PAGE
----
May 2008
Volume 49, Issue 13
Free
ARVO Annual Meeting Abstract  |   May 2008
Enhanced Visualization of Myopic Macula Changes With the Three-Dimensional Optical Coherence Tomography
Author Affiliations & Notes
  • E. Chee
    Ophthalmology, Singapore National Eye Centre, Singapore, Singapore
  • C. L. Ang
    Ophthalmology, Singapore National Eye Centre, Singapore, Singapore
  • S. Y. Lee
    Ophthalmology, Singapore National Eye Centre, Singapore, Singapore
  • Footnotes
    Commercial Relationships  E. Chee, None; C.L. Ang, None; S.Y. Lee, None.
  • Footnotes
    Support  None.
Investigative Ophthalmology & Visual Science May 2008, Vol.49, 3216. doi:https://doi.org/
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    • Get Citation

      E. Chee, C. L. Ang, S. Y. Lee; Enhanced Visualization of Myopic Macula Changes With the Three-Dimensional Optical Coherence Tomography. Invest. Ophthalmol. Vis. Sci. 2008;49(13):3216. doi: https://doi.org/.

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      © ARVO (1962-2015); The Authors (2016-present)

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Abstract
 
Purpose:
 

To illustrate the pathomorphologic features of patients with myopic macular changes using the three-dimensional (3D) optical coherence tomography (OCT).

 
Methods:
 

The TOPCON 3D OCT -1000 based on the Fourier -domain spectrometer technology integrated with the TOPCON non-mydriatic camera, was used for patient examination. It employs the use of a superluminescent light emitting diode, which has a wavelength of 840nm. The OCT system records the interferometric information using a Fourier domain spectrometer method, with an acquisition rate of 20 000 axial scans/sec, axial resolution of 5µm and a lateral resolution of 20µm. Three dimensional images of the macular pathology and corresponding simultaneous acquisition of OCT fundal photos were obtained for all patients.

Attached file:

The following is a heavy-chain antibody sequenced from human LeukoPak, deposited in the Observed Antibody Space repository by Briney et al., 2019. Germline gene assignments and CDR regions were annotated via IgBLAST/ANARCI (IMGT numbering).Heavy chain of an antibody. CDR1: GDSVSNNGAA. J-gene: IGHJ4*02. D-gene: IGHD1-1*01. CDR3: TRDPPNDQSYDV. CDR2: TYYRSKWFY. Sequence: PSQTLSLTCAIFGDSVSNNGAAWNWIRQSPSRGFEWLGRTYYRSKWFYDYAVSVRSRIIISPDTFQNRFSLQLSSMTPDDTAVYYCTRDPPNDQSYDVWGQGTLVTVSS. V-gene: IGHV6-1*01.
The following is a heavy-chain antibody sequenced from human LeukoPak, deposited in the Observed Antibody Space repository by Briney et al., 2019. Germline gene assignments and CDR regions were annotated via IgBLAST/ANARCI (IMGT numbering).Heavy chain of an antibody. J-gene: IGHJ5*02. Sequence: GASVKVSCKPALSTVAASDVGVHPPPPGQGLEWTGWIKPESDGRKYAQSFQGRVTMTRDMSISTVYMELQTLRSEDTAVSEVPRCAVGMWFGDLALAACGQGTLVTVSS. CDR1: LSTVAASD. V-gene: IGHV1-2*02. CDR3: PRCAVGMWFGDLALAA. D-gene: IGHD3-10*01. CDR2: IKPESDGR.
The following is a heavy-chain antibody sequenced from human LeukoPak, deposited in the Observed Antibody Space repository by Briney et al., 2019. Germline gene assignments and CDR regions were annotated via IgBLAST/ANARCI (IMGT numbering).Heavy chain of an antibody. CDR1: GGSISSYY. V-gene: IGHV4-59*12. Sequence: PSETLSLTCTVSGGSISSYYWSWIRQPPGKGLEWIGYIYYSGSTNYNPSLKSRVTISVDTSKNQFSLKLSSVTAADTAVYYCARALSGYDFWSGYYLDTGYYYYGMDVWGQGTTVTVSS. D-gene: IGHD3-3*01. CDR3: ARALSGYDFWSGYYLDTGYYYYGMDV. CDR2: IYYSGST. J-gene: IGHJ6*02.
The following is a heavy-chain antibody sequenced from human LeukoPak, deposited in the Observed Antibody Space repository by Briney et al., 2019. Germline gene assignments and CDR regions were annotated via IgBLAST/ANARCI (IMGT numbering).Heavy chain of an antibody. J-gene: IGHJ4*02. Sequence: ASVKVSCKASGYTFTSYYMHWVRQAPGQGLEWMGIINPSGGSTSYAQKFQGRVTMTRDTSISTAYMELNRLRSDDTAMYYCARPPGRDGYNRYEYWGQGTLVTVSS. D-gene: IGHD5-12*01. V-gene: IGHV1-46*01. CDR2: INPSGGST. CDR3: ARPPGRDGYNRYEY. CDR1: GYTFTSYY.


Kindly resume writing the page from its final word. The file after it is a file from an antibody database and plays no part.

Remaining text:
Results:
 

3 eyes of 3 patients were illustrated in this preliminary case series. Myopic retina schisis in one of the patients and macula hole detachment in 2 of the myopic patients were clearly demonstrated in a multidimensional view which was not possible with only the 2D-OCT view. This has enabled proper confirmed diagnosis and management through the three-dimensional images of the topographical dynamics of the intraretinal layers and connections.

 
Conclusions:
 

Three dimensional OCT imaging using the fourier domain system has enabled unprecedented precise views of macular pathology facilitating our understanding and visualization of the pathology of macular diseases. This multidimensional view of retina structures will aid us in early detection and monitoring of disease progression in the future.  

 
Keywords: retina • myopia 
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